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Curriculum Issues Affecting Student Learning Outcomes in the Philippines

The K to 12 Curriculum in the Philippines has been extensively revised and enhanced since the introduction of the additional years of schooling. One change that has caused difficulties has been the high cognitive demands placed on students with the new curriculum; the other has been the introduction of 21st Century Learning Skills (21CS) as a key element of helping students cope with the ever-expanding knowledge needed to function properly in society today.

High Cognitive Demand of the K-12 Curriculum

What is taught in classrooms is the main link between the curriculum’s intentions and the learners’ competence. There are 14,171 competencies in the K to 12 Curriculum.

A comprehensive review by the ACTRC expresses some concern over the high number of essential learning competencies (LCs) and the challenges it may pose during implementation, along with some issues with the sequencing and expression of the pre-requisites of these learning competencies.

The study found that the Department of Education (DepEd) K to 12 Curriculum was more demanding regarding the number of learning competencies (LCs) than the other countries in the comparison (Australia, Canada, and Singapore) and the Common Core Curriculum of the United States of America.

As a result of this review, some curriculum adjustments were proposed to reduce the amount of learning required in each subject curriculum so that all learning competencies can be taught to the required cognitive depth in the time available.

The onset of the COVID-19 pandemic gave urgency to the revision of the LCs. As a result, the DepEd identified the Most Essential Learning Competencies (MELCs) within the full K to 12 Curriculum.

The total number of competencies in all learning areas from Kindergarten to Grade 12 (excluding the TVL specializations in Senior High School) was reduced from 14,171 to 5,689 (around 60%).

This reduction of LCs will assist teachers in giving more focus to the most essential learning activities and resources and allow sufficient time for coverage and mastery.

Figure 1: Most Essential Learning Competencies (MELCS) as a Percentage of All Learning Competencies (LCS) in Current Curriculum Guides

Weak Pedagogy for 21st Century Skills (21CS)

There is little evidence that 21CS is currently prioritized in classroom practice in the Philippines.

Research carried out by ACER in Philippines schools focused on the 21CS skills of problem-solving, critical thinking, and collaboration in English and Science subjects across Grades 4, 6, 8, and 10 since these skills were most emphasized in the K-12 curriculum and the DepEd BEA had written assessment items specifically to these sub-strands for the NAT at Grades 6 and 10.

Classroom observation during the research found high levels of teacher-centered instruction, and even in reading classes, there was little “reading” or student engagement.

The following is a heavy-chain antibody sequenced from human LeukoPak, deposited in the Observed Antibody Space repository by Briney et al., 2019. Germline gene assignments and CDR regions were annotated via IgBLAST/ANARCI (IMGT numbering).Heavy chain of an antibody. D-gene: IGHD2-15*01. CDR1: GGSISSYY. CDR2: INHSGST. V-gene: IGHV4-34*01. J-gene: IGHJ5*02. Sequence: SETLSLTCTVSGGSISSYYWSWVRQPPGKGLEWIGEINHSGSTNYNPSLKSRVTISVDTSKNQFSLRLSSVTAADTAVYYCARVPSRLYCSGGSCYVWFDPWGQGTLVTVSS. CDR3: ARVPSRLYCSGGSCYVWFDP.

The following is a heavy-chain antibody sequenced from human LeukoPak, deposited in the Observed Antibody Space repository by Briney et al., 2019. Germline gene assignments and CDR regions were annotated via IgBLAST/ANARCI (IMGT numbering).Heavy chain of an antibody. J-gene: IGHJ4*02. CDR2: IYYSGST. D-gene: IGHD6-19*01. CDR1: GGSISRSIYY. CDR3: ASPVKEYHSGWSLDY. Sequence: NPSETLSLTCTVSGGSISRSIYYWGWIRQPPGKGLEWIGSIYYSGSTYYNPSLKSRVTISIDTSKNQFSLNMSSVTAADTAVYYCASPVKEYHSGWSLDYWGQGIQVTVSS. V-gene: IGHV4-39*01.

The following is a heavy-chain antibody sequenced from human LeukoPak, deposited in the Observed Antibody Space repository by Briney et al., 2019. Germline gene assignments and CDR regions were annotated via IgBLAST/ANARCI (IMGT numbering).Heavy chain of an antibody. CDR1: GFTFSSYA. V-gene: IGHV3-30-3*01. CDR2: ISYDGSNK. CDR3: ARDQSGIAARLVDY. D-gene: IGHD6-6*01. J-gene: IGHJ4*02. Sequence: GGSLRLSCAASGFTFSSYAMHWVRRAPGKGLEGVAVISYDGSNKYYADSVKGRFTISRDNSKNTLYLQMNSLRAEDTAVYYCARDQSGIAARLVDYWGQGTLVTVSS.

There were no observed discussions about the application of skills, reflection on skills relative to learning outcomes, or checking of understanding of skills through formative assessment.

Most teaching of 21CS is implicit or opportunistic, and the integration of the 21CS is not included in lesson plans or learning outcomes.

21CS competencies will not be achieved through direct instruction, and engagement of students in learning is necessary to develop proficiency.

The 21st Century classroom is student-centered, not teacher-centered, yet many classroom lessons are still “content-based” with students as passive recipients of instruction.

DepEd has made explicit the requirement for the integration of 21CS into the education system through specific Departmental Orders (DOs) which stipulate that students must be equipped with “information media and technology skills, learning and innovation skills, communication skills, and life and career skills, while simultaneously requiring that the teachers must use “pedagogical approaches that are constructivist, inquiry-based, reflective, collaborative, differentiated, and integrative”, and focus on both content knowledge and pedagogical strategies that develop critical and creative thinking, as well as other higher-order thinking skills.

At this stage, the Philippines has addressed the shift towards preparing students for the 21st century through curriculum reform rather than focusing on the associated professional development of teachers in appropriate pedagogical methods aligned with the competencies included in K-12, particularly in formative assessment.

The use of formative assessment as a dynamic pedagogical technique in every curriculum subject is an essential skill that is not widely practiced in Philippine classrooms.

The 21CS skills have applicability across all classrooms, although some skills (such as critical thinking) might be seen more frequently but not exclusively in mathematics or science subjects.

The expanded role for NEAP due to the NEAP Transformation activity will mean that the teaching of 21CS in the classroom will be a significant focus of the CPD offered in immediate training programs.

Teachers will be mentored on planning for and applying 21CS, reflecting on the different skills in different contexts, and relating them to learning outcomes. Most importantly, formative assessment checks their understanding of skills and whether they have been mastered.


Office of the Undersecretary for Administration (OUA)

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Jasper Klint de la Fuente

High School Teacher ๐Ÿ‘ฉ๐Ÿฝโ€๐Ÿซ๐ŸŽ| Lifelong Learner ๐Ÿ“š| Passionate about developing the next generation of leaders ๐Ÿ“๐Ÿ’ป๐ŸŽ“

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